7 magnificent mountains in Brazil

June 3, 2019

Brazil boasts countless rolling mountains, volcanic hills, shell-mountains and massifs. Some can be climbed, others can't. One is an active volcano.

Brazil is a sprightly 517 years old, but has some of the oldest geology on the planet, including the Tumucumaque, Imeri and Pacaraima mountain ranges. These misty peaks are also where some of the world's most precious crystals are mined, from quartz to tangerine crystal, from amethyst and green tourmaline, while other mountains have cable cars to get you quickly to the top. Here is a quick guide of what you see across the country, from São Paulo and Rio de Janeiro, and beyond:

Sugarloaf Mountain

Probably the most well-known mountain in Rio de Janeiro, it’s found along the Guanabara Bay peninsula facing the Atlantic Ocean. It’s likely the most photographed mountain in the city, too, as it can be not only viewed from various points in the city, but it has a cable car that fits 65 people runs along 4,600 feet between the mountain and the Morro de Urca (which takes only three minutes to reach). The mountain got its name for looking like a mound of loaf sugar, though it’s also a quartz mountain, known for its clear crystal rock.

Pico da Bandeira

Perched between the border of the two neighbouring states of Espírito Santo and Minas Gerais, this mountain is the third tallest in the country. It’s also one of the most beautiful ones, so if you're visiting the Caparao National Park, you can’t miss this main attraction. It can be climbed to reach its 3,000-foot plateau, but there are also roads, which cars, trucks, motorbikes and even bikes can ascend (the road to the top stretches five miles). It’s accessible through the nearby town of Alto Caparaó.

Pico da Neblina

Though this mountain’s peak can't typically be seen because it's often covered in dense clouds, it overlooks the Venezuelan border and faces a national park, the Yanomami reservation. Since the mountain itself is in a national park, climbing it is often restricted (unless one gets a special permit from the local biodiversity conservation). It's in such a remote location (a river basin), it has been called “the secret mountain” for centuries. It was only discovered in the 1950s, after Brazil was fully mapped.

Pico das Agulhas Negras

This rocky mountain is an Instagrammer's dream come true. It has segregated rock points, a fantasy film-like atmosphere and misty clouds that cover the nearby landscape. It's the firth-tallest mountain in Brazil and is in the Itatiaia National Park, which is wedged between the states of Rio de Janeiro and Minas Gerais. It's known as the “Black Needles Peak” because of the dark-colored rocks at its peaks, which give it a sharp peak. If you're driving on the Via Dutra highway between São Paulo and Rio de Janeiro, this is the mountain that you see between the two major cities (but only as some parts, as the highway is mostly low).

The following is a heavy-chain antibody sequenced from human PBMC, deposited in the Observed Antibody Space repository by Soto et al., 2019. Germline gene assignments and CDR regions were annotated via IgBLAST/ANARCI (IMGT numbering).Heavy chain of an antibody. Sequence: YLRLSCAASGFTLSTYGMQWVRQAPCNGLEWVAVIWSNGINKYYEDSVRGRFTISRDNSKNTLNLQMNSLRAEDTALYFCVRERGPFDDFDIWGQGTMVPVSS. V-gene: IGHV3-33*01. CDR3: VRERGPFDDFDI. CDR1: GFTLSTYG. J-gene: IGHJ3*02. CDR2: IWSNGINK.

Pico dos Marins

This mountain is in an arid, dry area of the country, set between the small cities of cities of Piquete and Cruzeiro in the state of São Paulo. This mountain was first climbed in 1911 and is known for having not one but three rocky cliffs, one of which is accessible to rock climbers. This landmark is known for its deep valleys, canyons and vegetation. The three peaks are named Marins, Maria and Mariana.

Pedra da Mina

This mountain range is known as the highest in São Paulo, and is part of Brazil's most important mountain range, the Mantiqueira mountains. It also has a reputation for being one of the hardest to climb because of its remote location, rocky terrain and that it's set in a cold region. What sets it apart? It has four creeks of spring water around the top of the mountain and its southern slope is a private farm and ature reserve, so much of it is 'no trespassing.’

Mount Roraima

This misty mountain looks like something from a Paulo Coelho book cover, but what really makes this peak famous is that it inspired Paradise Falls in the Pixar film Up. Set along the Pakaraima chain of tepui plateaus, it was first recorded in 1595 by British explorer Sir Walter Raleigh, who learned about it from local indigenous people. It's set in the Brazilian state of Roraima and is noted for its agriculture. Spot some pitcher plants, a special bellflower called a Campanula and a rare heather called a Rapatea on the mountain's summits. It's also one of the most wet mountains in Brazil, as it rains almost every day here, and is made almost entirely of sandstone and is covered with algae.


Getting there

Check out our small group tours to Brazil here.

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